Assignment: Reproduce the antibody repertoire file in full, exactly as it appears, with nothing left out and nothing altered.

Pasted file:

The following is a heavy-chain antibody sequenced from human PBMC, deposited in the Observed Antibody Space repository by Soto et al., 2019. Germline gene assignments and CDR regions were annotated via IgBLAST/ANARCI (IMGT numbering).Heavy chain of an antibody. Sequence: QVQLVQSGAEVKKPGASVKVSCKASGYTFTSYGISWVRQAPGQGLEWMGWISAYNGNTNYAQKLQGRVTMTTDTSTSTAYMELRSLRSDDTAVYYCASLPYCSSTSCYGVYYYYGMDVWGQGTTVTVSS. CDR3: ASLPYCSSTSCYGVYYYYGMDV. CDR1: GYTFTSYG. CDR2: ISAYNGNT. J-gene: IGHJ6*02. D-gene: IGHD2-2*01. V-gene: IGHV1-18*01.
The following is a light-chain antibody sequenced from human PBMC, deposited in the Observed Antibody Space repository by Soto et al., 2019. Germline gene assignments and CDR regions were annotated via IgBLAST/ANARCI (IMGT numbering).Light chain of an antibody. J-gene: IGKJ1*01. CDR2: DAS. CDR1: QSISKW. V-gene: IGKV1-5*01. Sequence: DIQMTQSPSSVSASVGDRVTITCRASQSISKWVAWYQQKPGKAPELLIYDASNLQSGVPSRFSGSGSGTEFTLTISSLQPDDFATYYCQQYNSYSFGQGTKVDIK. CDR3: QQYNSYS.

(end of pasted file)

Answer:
The following is a heavy-chain antibody sequenced from human PBMC, deposited in the Observed Antibody Space repository by Soto et al., 2019. Germline gene assignments and CDR regions were annotated via IgBLAST/ANARCI (IMGT numbering).Heavy chain of an antibody. Sequence: QVQLVQSGAEVKKPGASVKVSCKASGYTFTSYGISWVRQAPGQGLEWMGWISAYNGNTNYAQKLQGRVTMTTDTSTSTAYMELRSLRSDDTAVYYCASLPYCSSTSCYGVYYYYGMDVWGQGTTVTVSS. CDR3: ASLPYCSSTSCYGVYYYYGMDV. CDR1: GYTFTSYG. CDR2: ISAYNGNT. J-gene: IGHJ6*02. D-gene: IGHD2-2*01. V-gene: IGHV1-18*01.
The following is a light-chain antibody sequenced from human PBMC, deposited in the Observed Antibody Space repository by Soto et al., 2019. Germline gene assignments and CDR regions were annotated via IgBLAST/ANARCI (IMGT numbering).Light chain of an antibody. J-gene: IGKJ1*01. CDR2: DAS. CDR1: QSISKW. V-gene: IGKV1-5*01. Sequence: DIQMTQSPSSVSASVGDRVTITCRASQSISKWVAWYQQKPGKAPELLIYDASNLQSGVPSRFSGSGSGTEFTLTISSLQPDDFATYYCQQYNSYSFGQGTKVDIK. CDR3: QQYNSYS.